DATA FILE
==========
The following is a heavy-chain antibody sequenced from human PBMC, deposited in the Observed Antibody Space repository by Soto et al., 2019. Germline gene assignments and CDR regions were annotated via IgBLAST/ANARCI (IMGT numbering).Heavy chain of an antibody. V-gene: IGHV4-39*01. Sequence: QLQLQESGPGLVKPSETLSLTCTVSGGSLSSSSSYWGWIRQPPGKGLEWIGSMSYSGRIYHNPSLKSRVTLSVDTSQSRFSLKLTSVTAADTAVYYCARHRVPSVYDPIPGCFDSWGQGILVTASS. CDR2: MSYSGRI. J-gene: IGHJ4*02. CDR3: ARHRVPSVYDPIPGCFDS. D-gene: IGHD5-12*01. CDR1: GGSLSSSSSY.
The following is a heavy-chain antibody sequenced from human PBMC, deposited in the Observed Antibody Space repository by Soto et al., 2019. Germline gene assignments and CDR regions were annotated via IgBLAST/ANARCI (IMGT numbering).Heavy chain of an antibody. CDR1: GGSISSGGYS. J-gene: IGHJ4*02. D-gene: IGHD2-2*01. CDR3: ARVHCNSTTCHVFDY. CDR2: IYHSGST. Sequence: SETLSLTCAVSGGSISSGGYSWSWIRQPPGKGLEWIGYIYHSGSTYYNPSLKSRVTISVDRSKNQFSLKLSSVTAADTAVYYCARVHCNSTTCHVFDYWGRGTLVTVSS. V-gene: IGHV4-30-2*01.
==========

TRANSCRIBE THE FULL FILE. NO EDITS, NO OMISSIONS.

The following is a heavy-chain antibody sequenced from human PBMC, deposited in the Observed Antibody Space repository by Soto et al., 2019. Germline gene assignments and CDR regions were annotated via IgBLAST/ANARCI (IMGT numbering).Heavy chain of an antibody. V-gene: IGHV4-39*01. Sequence: QLQLQESGPGLVKPSETLSLTCTVSGGSLSSSSSYWGWIRQPPGKGLEWIGSMSYSGRIYHNPSLKSRVTLSVDTSQSRFSLKLTSVTAADTAVYYCARHRVPSVYDPIPGCFDSWGQGILVTASS. CDR2: MSYSGRI. J-gene: IGHJ4*02. CDR3: ARHRVPSVYDPIPGCFDS. D-gene: IGHD5-12*01. CDR1: GGSLSSSSSY.
The following is a heavy-chain antibody sequenced from human PBMC, deposited in the Observed Antibody Space repository by Soto et al., 2019. Germline gene assignments and CDR regions were annotated via IgBLAST/ANARCI (IMGT numbering).Heavy chain of an antibody. CDR1: GGSISSGGYS. J-gene: IGHJ4*02. D-gene: IGHD2-2*01. CDR3: ARVHCNSTTCHVFDY. CDR2: IYHSGST. Sequence: SETLSLTCAVSGGSISSGGYSWSWIRQPPGKGLEWIGYIYHSGSTYYNPSLKSRVTISVDRSKNQFSLKLSSVTAADTAVYYCARVHCNSTTCHVFDYWGRGTLVTVSS. V-gene: IGHV4-30-2*01.